Then after a cruise round the other side of the site, we met the bridges from the other side.  As you can see, there’s still a lot of construction or deconstruction work going on.


and so eventually we had to leave and at Old Ford Lock they pulled the barriers closed behind us.


So once again the park is closed to boats.  I believe a larger flotilla is to be allowed in later this year, but the rivers won’t be fully open to boats until 2016.

Friday, March 14, 2014

Scaling the heights

Phew, the next time we go to Hampstead I'm taking crampons. I never realised it was on such a steep hill. We went to see a couple of National Trust properties, first 2 Willow Road, then Fenton House. On the map they don't look that far apart but the map doesn't show the vertical difference!

Anyway, 2 Willow Road is a house built in 1937, but looks like something from 1965. It was the house of Erno Goldfinger, an architect with revolutionary ideas for the time. Apparently when he put in the planning application a lot of local residents objected, including one Ian Fleming, so maybe that's where the Bond villain got his name. Not a very big house and it wouldn't look revolutionary today, but it was then. We had a film and a guided tour. It's a house with a strong flavour of Barry Bucknell about it, if your memory takes you back that far. Worth a visit as an insight into the work and home life of an architect, but not a stately home.

Then the increasingly steep climb up the hill to Fenton House. I must say I can see why Hampstead is so sought after as a residential area. It is very attractive. It doesn't look flashy, more homely and old fashioned, but obviously expensive. We saw an Aston Martin parked outside a terraced house.

Fenton House was built by a rich merchant in the 17th century. We nearly didn't go as it was less than an hour until it closed, but we were really glad we went in because it had all kinds of great stuff. Fine needlework for Kath to look at, a stunning collection of harpsichords and virginals, one of which I very much wanted to steal, and from the upper floor balcony a view to die for. My camera shots do not do it justice.

You can make out the skyscrapers in the city in the distance. Apparently on a clearer day you can see the downs in Kent.

Nice gardens too, but we didn't have time to explore them.

On the way back down the hill to catch the bus we looked in a few estate agent's windows. You can get a small terraced house for well under two million, or a reasonably large detached house for about nine million. Small apartments were at least six or seven hundred per week plus fees whatever they are. I think if we sold our house we might be able to afford a garden shed here.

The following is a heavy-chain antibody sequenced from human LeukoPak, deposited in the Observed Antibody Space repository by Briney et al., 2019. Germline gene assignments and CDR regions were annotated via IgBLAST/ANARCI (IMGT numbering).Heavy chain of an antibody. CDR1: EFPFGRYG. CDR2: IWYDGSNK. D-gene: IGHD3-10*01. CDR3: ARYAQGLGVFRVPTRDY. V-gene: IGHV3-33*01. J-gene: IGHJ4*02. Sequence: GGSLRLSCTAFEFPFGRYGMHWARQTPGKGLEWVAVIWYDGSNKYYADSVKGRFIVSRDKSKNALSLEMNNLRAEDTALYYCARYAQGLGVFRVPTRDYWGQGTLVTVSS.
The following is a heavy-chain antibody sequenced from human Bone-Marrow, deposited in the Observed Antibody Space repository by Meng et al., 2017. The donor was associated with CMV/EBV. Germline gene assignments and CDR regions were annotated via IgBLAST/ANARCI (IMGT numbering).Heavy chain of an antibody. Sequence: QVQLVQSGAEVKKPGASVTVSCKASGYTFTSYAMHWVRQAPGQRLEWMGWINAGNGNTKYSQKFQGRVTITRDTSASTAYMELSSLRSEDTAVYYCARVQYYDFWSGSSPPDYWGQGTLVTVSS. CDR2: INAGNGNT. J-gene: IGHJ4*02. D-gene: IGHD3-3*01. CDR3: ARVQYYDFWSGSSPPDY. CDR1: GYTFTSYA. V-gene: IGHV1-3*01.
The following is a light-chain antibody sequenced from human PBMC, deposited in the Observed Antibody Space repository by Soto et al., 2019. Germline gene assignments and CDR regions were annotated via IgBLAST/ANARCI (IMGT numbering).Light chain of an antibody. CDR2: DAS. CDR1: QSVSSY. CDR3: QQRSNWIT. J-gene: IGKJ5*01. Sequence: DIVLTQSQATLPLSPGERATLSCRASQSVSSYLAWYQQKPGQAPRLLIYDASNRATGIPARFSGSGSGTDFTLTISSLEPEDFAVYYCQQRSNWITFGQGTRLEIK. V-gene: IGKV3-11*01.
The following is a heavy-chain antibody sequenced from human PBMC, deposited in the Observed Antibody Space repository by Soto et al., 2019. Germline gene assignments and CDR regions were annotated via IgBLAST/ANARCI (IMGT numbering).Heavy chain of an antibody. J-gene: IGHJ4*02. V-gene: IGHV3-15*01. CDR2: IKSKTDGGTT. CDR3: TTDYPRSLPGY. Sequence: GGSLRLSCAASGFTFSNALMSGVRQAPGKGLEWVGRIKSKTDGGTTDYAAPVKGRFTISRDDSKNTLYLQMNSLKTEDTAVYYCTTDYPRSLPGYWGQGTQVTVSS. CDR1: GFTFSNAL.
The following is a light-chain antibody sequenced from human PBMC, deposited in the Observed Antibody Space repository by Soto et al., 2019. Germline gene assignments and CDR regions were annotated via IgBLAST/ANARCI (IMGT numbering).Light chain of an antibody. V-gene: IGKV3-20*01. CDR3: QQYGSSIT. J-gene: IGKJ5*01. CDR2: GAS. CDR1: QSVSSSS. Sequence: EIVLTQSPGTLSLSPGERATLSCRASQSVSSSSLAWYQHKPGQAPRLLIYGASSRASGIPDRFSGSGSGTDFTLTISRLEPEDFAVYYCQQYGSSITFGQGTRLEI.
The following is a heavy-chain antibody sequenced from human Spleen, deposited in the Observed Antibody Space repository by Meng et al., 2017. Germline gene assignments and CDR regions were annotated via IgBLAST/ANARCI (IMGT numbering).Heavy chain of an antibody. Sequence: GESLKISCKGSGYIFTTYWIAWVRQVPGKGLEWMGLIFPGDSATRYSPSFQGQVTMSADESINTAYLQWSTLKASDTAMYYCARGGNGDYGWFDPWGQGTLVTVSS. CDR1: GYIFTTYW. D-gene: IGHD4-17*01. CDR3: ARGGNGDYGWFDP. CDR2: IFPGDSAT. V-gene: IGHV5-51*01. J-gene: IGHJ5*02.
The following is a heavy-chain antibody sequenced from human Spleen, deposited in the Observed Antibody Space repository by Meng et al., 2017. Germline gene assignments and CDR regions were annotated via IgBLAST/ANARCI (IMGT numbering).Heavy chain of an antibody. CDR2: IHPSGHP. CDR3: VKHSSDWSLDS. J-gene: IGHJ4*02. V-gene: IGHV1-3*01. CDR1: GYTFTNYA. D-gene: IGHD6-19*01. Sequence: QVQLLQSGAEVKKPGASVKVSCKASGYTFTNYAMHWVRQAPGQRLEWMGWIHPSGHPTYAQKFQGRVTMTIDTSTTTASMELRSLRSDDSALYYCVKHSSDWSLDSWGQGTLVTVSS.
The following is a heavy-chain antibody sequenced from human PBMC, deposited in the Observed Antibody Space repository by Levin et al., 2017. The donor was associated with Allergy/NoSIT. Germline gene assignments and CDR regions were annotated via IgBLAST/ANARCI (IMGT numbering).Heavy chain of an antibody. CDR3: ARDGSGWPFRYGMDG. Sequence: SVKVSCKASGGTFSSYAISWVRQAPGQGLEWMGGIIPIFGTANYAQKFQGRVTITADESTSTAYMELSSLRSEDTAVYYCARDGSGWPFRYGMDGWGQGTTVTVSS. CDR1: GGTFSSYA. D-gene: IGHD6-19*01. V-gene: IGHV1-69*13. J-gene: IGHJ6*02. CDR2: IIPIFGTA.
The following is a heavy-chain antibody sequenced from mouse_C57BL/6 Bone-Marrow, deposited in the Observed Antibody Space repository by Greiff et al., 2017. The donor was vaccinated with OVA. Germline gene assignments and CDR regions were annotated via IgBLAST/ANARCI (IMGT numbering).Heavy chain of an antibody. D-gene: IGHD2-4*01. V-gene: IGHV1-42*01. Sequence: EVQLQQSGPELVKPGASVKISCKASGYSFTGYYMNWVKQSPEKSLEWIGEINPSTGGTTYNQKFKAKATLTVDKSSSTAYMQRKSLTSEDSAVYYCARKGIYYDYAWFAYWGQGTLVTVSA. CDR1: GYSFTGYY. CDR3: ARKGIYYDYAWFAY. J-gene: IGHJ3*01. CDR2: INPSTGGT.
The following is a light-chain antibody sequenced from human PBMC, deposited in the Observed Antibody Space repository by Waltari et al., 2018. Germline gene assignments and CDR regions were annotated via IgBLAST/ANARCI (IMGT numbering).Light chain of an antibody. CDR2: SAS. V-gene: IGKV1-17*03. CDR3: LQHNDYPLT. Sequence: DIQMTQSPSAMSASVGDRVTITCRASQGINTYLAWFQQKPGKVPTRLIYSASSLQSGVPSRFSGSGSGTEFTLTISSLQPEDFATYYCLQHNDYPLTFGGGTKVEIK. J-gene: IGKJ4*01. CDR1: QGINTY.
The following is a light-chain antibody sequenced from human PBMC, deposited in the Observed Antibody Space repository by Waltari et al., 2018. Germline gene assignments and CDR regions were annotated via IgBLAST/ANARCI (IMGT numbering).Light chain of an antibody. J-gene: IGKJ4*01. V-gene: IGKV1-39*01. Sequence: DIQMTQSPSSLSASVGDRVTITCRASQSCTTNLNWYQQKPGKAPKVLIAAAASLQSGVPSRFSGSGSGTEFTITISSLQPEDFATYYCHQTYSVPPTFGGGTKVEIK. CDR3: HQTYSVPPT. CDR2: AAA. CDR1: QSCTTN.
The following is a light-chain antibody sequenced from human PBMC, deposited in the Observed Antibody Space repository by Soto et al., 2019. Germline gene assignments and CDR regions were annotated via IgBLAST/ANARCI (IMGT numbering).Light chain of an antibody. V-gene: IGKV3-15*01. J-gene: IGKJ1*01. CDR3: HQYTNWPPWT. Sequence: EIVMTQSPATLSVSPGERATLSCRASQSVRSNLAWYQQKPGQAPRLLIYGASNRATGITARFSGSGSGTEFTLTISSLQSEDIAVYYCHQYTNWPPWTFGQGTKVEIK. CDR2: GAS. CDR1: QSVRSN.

We can recommend a trip to Hampstead if you are in Paddington. A 46 bus from Rembrandt Gardens at Little Venice takes you there.

At lunch time yesterday (Thursday) the open space alongside the basin at Paddington was occupied by stalls selling hot food. Apparently this is a regular Thursday thing in the spring and summer. We succumbed to the Carribbean food stall, Kath having Jerk Chicken and me having my favourite Curry Goat. Highly recommended. They now have deck chairs out along the edge of the steps and some more facing the canal. They are clearly trying to make it a destination. Today, three table tennis tables appeared in the sunken section below the steps, but sadly no balls or bats, so if you plan to moor here in the summer, bring your own.

Each day we have been here a young chap with a net has patrolled the waters edge scooping up any rubbish in the water, and the Merchant square security guys are forever sweeping up. The place is kept immaculate. Pity about us scruffy old boats messing the place up.

And of course it's Friday today so at noon they raised and lowered the roll-up bridge, to an audience of school kids and other visitors. Its the first time I have ever seen a bridge get a round of applause. Lots of videos of it on you tube if you have never seen it. There's even one I did a few years back.

One of the security men was handing out little flick books with photos of the bridge in action. Flick through from one end to see it roll up and from the other to see it roll down. We got one so if you see us I can show it to you.